A University of Michigan study released Tuesday finds one out of five teens reported at least one concussion diagnosis during their lifetime and cites sports as a primary cause.
The national study, called “Monitoring The Future,” conducted by the U-M Institute for Social Research, is an ongoing survey asking teens in 8th, 10th and 12th grades: “Have you ever had a head injury that was diagnosed as a concussion?”
Phil Veliz, a UM assistant research professor, and colleagues analyzed data from more than 13,000 teens last year and found one out of five teens reported at least one concussion diagnosis, and 5.5 percent have had more than one concussion.
Veliz said the study was conducted as scrutiny is growing about concussions among professional athletes, especially players in the National Football League.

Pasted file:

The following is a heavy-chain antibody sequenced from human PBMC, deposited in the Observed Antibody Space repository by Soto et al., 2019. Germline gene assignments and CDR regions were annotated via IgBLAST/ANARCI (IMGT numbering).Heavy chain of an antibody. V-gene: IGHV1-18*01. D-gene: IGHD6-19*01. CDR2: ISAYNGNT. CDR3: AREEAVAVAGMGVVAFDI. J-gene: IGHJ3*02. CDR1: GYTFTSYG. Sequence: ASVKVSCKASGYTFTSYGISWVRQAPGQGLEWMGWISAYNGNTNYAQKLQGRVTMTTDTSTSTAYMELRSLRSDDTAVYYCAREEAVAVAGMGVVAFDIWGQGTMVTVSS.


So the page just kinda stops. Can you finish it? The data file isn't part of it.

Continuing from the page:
Teens in the study group were asked if they played at least one of 21 sports, and Veliz said the results were what researchers and physicians expected.
“Findings showed that 19.5 percent reported at least one diagnosed concussion in their lifetime, which was consistent with regional studies and with emergency department reports stating contact sports are a leading cause of concussion among teens,” he said.
Veliz said the study is ongoing and researchers plan to follow a panel of 12th graders beyond this year to see how the concussion affects their lives.
“The study is important to create a greater awareness for concussions,” Veliz said. “This is the first blank study we have and the results were not shocking. It was expected. Some physicians will agree – we just never had that hard number and that’s what the study provides.”
The study was funded by the Nation Institute on Drug Abuse and is published in the Journal of the American Medical Association.
“In five years, we can compare it and see if the number affected has increased or decreased,” Veliz said.